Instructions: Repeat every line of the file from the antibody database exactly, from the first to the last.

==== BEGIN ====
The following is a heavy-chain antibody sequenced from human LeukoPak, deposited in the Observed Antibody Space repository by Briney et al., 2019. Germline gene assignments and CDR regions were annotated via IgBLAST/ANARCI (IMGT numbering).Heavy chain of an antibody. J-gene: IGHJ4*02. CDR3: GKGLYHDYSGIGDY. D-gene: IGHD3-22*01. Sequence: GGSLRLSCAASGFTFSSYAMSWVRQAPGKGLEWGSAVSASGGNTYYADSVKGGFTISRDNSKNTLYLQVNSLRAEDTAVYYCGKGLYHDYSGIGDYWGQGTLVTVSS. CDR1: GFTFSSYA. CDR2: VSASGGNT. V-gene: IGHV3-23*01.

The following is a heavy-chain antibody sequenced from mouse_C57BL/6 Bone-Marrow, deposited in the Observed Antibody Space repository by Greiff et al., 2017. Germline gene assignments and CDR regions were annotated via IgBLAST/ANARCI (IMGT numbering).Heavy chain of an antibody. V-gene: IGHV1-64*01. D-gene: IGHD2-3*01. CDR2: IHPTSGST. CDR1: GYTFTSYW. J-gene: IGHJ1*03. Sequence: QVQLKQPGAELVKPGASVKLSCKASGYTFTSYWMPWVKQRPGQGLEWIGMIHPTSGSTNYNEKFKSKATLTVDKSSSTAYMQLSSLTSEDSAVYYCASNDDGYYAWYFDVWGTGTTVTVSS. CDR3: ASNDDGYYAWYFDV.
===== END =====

The following is a heavy-chain antibody sequenced from human LeukoPak, deposited in the Observed Antibody Space repository by Briney et al., 2019. Germline gene assignments and CDR regions were annotated via IgBLAST/ANARCI (IMGT numbering).Heavy chain of an antibody. J-gene: IGHJ4*02. CDR3: GKGLYHDYSGIGDY. D-gene: IGHD3-22*01. Sequence: GGSLRLSCAASGFTFSSYAMSWVRQAPGKGLEWGSAVSASGGNTYYADSVKGGFTISRDNSKNTLYLQVNSLRAEDTAVYYCGKGLYHDYSGIGDYWGQGTLVTVSS. CDR1: GFTFSSYA. CDR2: VSASGGNT. V-gene: IGHV3-23*01.

The following is a heavy-chain antibody sequenced from mouse_C57BL/6 Bone-Marrow, deposited in the Observed Antibody Space repository by Greiff et al., 2017. Germline gene assignments and CDR regions were annotated via IgBLAST/ANARCI (IMGT numbering).Heavy chain of an antibody. V-gene: IGHV1-64*01. D-gene: IGHD2-3*01. CDR2: IHPTSGST. CDR1: GYTFTSYW. J-gene: IGHJ1*03. Sequence: QVQLKQPGAELVKPGASVKLSCKASGYTFTSYWMPWVKQRPGQGLEWIGMIHPTSGSTNYNEKFKSKATLTVDKSSSTAYMQLSSLTSEDSAVYYCASNDDGYYAWYFDVWGTGTTVTVSS. CDR3: ASNDDGYYAWYFDV.